Corticosteroid injections for low-back pain after a car accident may be necessary in some cases. They may relieve inflammation and pain, but their effects will wear off over time. The injections should be performed only after a thorough physical examination and patient history. Imaging studies may also be necessary to confirm the diagnosis.

Epidural steroid injections are another option, but be aware that the pain can come back after a few days. The injection will only provide short-term relief and is often used in conjunction with physical therapy. While this treatment is non-surgical, the risks are low. Most patients find it helpful, and it may be a good option for you.

The steroid injections, called epidural steroid injections, are usually prescribed after an injury. They work by reducing inflammation and pain in the area around the spinal nerve. They also work by suppressing the inflammation that can lead to chronic pain. Patients generally receive three injections, spaced several weeks apart.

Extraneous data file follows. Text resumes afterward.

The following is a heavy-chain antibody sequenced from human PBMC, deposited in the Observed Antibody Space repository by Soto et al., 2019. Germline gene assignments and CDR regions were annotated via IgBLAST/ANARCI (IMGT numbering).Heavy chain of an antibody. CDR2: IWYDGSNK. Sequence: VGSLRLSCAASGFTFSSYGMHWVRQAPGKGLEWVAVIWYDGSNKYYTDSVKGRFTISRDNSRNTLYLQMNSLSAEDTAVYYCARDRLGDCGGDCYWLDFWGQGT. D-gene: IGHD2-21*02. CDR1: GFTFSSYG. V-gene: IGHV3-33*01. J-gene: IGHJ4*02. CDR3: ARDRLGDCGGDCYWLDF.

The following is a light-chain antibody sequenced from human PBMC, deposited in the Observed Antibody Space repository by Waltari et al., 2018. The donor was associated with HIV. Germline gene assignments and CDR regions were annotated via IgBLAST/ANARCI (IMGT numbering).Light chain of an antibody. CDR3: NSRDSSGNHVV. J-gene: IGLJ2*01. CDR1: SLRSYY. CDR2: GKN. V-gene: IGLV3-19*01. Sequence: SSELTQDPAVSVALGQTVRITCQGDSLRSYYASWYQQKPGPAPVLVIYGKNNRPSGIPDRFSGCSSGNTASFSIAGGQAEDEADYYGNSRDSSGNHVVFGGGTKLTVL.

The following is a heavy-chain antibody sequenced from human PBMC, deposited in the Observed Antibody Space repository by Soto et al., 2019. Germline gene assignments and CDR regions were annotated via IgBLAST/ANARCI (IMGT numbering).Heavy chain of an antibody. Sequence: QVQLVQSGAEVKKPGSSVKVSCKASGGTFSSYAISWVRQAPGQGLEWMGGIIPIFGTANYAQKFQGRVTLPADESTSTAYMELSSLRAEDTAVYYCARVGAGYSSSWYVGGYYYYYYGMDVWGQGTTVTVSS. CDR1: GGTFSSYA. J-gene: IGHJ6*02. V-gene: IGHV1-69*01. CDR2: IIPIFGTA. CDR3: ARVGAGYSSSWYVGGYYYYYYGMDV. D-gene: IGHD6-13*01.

Injections for low back pain after a car accident can provide relief from pain and allow patients to return to normal activities sooner. Most patients see improvement within six weeks. If a proper pain management plan is implemented, though, the recovery process may be significantly accelerated.

MRI

If you have suffered low back pain from a car accident, you may want to get an MRI to find out what is wrong. These tests are highly sensitive, which means they can identify a variety of injuries. In addition to spinal injuries, they can also identify problems with blood vessels or even brain trauma. Because of this, it is essential to get a proper diagnosis to ensure that you’re not suffering from a more serious injury.

Although most injuries to the back and neck after a car accident resolve themselves in eight to 12 weeks, there are a number of conditions that can lead to chronic low back pain. The first is spinal stenosis, which narrows the spinal canal and puts pressure on the spinal nerve roots. Another condition is spondylolisthesis, a stress fracture of a vertebra. This can affect the nerves and spinal canal and lead to weakness and numbness. Finally, facet joint injuries can affect the ability to twist and bend. Fortunately, MRIs can detect injuries to these structures and help you avoid chronic pain and discomfort after a car accident.

MRIs can also reveal whether or not a patient has a herniated disc. This is particularly important if the injury is severe, as a herniated disc can cause severe consequences. If you are experiencing low back pain from a car accident call us now!